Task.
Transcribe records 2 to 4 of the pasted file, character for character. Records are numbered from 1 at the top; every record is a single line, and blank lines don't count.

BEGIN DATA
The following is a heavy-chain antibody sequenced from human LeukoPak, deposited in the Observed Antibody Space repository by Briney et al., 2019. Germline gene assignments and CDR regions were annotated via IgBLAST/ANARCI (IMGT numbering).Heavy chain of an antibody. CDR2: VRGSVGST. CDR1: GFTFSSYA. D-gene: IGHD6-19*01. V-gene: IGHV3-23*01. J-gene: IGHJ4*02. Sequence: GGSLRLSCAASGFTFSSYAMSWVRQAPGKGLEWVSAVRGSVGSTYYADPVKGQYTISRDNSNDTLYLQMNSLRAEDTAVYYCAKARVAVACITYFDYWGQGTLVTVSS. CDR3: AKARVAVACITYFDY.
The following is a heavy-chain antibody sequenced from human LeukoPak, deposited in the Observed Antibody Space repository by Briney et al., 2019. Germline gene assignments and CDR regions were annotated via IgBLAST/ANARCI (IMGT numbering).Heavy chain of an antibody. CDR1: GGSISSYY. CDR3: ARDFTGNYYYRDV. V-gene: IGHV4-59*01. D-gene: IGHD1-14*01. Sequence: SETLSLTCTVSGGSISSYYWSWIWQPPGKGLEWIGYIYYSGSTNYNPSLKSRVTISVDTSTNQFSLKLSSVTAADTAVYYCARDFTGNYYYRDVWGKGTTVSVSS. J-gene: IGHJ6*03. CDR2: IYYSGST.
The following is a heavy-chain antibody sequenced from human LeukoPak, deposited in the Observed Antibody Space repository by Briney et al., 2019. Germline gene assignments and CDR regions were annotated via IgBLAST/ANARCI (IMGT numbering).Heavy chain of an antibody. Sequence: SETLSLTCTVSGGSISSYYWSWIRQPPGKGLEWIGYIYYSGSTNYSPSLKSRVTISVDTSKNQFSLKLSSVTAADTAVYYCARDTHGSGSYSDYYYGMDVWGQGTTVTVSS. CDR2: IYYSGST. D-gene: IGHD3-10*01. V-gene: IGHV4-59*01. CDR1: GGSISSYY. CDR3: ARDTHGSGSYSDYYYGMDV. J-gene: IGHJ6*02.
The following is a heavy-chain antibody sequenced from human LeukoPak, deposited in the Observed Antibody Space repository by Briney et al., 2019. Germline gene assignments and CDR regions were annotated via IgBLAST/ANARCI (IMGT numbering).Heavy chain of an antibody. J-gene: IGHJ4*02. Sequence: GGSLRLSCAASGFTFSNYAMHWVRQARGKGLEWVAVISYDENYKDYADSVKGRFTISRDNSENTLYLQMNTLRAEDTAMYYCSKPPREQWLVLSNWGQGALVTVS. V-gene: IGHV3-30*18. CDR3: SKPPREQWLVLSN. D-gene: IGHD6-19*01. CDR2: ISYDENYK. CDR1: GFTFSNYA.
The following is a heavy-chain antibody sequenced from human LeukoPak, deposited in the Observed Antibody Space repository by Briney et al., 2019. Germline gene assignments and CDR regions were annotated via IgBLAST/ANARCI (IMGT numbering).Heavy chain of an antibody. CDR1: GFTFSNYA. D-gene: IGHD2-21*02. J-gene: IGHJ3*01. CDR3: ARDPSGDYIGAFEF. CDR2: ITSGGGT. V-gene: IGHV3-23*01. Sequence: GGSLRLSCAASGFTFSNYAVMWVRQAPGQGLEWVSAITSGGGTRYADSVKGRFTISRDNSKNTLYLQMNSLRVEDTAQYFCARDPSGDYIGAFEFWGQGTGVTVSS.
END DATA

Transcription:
The following is a heavy-chain antibody sequenced from human LeukoPak, deposited in the Observed Antibody Space repository by Briney et al., 2019. Germline gene assignments and CDR regions were annotated via IgBLAST/ANARCI (IMGT numbering).Heavy chain of an antibody. CDR1: GGSISSYY. CDR3: ARDFTGNYYYRDV. V-gene: IGHV4-59*01. D-gene: IGHD1-14*01. Sequence: SETLSLTCTVSGGSISSYYWSWIWQPPGKGLEWIGYIYYSGSTNYNPSLKSRVTISVDTSTNQFSLKLSSVTAADTAVYYCARDFTGNYYYRDVWGKGTTVSVSS. J-gene: IGHJ6*03. CDR2: IYYSGST.
The following is a heavy-chain antibody sequenced from human LeukoPak, deposited in the Observed Antibody Space repository by Briney et al., 2019. Germline gene assignments and CDR regions were annotated via IgBLAST/ANARCI (IMGT numbering).Heavy chain of an antibody. Sequence: SETLSLTCTVSGGSISSYYWSWIRQPPGKGLEWIGYIYYSGSTNYSPSLKSRVTISVDTSKNQFSLKLSSVTAADTAVYYCARDTHGSGSYSDYYYGMDVWGQGTTVTVSS. CDR2: IYYSGST. D-gene: IGHD3-10*01. V-gene: IGHV4-59*01. CDR1: GGSISSYY. CDR3: ARDTHGSGSYSDYYYGMDV. J-gene: IGHJ6*02.
The following is a heavy-chain antibody sequenced from human LeukoPak, deposited in the Observed Antibody Space repository by Briney et al., 2019. Germline gene assignments and CDR regions were annotated via IgBLAST/ANARCI (IMGT numbering).Heavy chain of an antibody. J-gene: IGHJ4*02. Sequence: GGSLRLSCAASGFTFSNYAMHWVRQARGKGLEWVAVISYDENYKDYADSVKGRFTISRDNSENTLYLQMNTLRAEDTAMYYCSKPPREQWLVLSNWGQGALVTVS. V-gene: IGHV3-30*18. CDR3: SKPPREQWLVLSN. D-gene: IGHD6-19*01. CDR2: ISYDENYK. CDR1: GFTFSNYA.